Given that Drew Stubbs and Jay Bruce are well entrenched in centerfield and rightfield, respectively, a starting gig with the Reds will only happen in leftfield. Obviously, leftfield is traditionally an offense-first position, which works against Sappelt, but his arm will play in any of the three positions, which increases his versatility and makes him a more intriguing 4th outfielder. Jonny Gomes was not impressive in 2010, which when coupled with the lack of a true leadoff hitter may open the door a crack for Sappelt to lay claim to the job in 2011.

Final Thoughts

It's hard not to be impressed with how effectively the Reds have rebuilt their farm system. Their success in the draft over the past decade undoubtedly rivals its performance at any other time in the draft era. The Reds are not only having success with their top picks, but they are also finding good value with their later round selections, of which Dave Sappelt and Chris Heisey are prime examples. Heisey slipped because he went to a small college, while Sappelt slipped because he himself is small. Ultimately, both players may end up as 4th or 5th outfielders, but if things break right, then they might crack the starting lineup.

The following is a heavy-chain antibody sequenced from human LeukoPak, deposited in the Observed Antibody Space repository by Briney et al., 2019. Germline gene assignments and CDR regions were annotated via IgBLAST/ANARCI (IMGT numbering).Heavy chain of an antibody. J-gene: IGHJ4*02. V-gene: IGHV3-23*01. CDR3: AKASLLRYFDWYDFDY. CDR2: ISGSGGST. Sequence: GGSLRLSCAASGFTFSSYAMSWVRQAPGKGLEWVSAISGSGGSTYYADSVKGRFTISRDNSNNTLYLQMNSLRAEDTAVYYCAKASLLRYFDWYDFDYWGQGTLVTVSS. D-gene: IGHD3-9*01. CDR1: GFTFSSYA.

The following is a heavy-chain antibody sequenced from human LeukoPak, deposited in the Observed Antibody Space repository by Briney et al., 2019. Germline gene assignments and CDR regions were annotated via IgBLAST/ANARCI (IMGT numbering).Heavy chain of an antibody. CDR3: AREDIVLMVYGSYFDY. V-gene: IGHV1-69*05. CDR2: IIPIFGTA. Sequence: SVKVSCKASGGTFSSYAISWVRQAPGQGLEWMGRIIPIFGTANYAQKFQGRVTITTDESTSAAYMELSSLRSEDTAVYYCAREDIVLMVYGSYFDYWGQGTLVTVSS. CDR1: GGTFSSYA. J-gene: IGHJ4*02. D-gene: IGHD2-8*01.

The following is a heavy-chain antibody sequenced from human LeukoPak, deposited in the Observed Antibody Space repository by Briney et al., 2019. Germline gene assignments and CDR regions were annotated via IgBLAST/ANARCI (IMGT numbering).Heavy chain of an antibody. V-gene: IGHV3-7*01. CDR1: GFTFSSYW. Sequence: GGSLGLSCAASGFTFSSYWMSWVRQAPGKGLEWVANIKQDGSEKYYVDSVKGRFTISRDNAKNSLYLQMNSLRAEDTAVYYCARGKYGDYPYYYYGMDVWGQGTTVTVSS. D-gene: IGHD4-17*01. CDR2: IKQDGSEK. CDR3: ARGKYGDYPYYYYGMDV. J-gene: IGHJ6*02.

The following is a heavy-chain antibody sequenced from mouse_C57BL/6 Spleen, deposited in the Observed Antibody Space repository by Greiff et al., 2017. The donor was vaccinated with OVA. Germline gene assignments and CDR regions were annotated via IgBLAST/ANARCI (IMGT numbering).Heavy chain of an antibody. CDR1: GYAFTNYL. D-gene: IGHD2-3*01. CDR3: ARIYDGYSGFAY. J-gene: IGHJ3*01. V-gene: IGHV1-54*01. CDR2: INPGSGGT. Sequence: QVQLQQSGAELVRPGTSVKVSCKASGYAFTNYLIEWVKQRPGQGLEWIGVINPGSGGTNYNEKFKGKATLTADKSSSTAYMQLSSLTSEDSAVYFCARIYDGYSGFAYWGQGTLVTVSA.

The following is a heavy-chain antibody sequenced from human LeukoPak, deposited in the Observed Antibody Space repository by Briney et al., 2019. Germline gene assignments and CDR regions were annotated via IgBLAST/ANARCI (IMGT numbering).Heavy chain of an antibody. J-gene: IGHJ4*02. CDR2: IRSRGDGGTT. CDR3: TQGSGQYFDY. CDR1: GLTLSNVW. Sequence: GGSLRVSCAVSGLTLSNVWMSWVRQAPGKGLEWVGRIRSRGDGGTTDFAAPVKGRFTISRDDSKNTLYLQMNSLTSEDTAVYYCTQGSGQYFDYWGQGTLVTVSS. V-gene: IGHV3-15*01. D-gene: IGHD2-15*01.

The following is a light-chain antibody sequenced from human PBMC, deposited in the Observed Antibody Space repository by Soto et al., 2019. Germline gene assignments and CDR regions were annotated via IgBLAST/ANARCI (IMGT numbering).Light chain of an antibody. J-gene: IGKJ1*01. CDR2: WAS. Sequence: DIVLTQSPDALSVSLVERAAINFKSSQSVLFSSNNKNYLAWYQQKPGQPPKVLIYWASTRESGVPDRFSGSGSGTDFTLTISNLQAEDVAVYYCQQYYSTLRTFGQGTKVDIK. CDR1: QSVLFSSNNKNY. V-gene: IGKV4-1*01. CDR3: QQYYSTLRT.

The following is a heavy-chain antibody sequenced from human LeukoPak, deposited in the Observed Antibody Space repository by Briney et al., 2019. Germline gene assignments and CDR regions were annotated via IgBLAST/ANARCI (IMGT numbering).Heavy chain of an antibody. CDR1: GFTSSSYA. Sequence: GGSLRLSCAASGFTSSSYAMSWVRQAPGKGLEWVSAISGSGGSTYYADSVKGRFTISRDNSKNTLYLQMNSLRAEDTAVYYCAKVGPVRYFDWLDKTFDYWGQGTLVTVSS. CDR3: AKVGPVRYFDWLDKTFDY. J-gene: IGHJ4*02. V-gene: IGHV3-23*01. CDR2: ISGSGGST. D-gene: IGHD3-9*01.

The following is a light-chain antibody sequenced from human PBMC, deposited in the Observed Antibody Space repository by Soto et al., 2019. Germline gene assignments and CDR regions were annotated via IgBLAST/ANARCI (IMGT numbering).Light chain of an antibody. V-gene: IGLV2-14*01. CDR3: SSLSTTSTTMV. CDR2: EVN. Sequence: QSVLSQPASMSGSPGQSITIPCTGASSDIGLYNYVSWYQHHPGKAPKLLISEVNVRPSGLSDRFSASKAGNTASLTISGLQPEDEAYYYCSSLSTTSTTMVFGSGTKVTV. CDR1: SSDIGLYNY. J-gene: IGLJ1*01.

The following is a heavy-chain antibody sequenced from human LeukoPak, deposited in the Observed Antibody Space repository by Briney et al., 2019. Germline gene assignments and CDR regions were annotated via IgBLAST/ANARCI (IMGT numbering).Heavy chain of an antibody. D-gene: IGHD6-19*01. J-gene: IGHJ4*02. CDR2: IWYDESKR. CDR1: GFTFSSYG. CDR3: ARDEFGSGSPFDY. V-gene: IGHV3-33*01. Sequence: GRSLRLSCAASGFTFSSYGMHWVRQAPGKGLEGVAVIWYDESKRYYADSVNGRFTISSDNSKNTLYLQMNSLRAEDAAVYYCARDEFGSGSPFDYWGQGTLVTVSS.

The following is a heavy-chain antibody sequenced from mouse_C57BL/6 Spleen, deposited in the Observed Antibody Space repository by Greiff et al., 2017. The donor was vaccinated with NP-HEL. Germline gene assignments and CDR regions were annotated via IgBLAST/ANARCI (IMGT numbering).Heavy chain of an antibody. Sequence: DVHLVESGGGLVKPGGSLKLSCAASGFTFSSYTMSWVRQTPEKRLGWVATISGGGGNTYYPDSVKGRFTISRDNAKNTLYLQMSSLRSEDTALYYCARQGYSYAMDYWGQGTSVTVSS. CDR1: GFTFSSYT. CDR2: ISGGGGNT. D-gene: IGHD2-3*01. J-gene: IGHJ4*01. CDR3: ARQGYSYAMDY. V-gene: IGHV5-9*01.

In Sappelt's case, his power is likely to be below average, but his batting average should be solid. He is a high contact guy and can drive the ball. His swing should ensure that he'll have solid pull power, but he's unlikely to ever post impressive home run totals, even with Great American Ballpark working in his favor. Regardless, if he can play impact defense and post respectable batting averages at the MLB level, then he might work his way into a starting job. If not, then he is likely to be a valuable and versatile 4th outfielder. That combination of ceiling and floor is enough to land him at #10 on the list.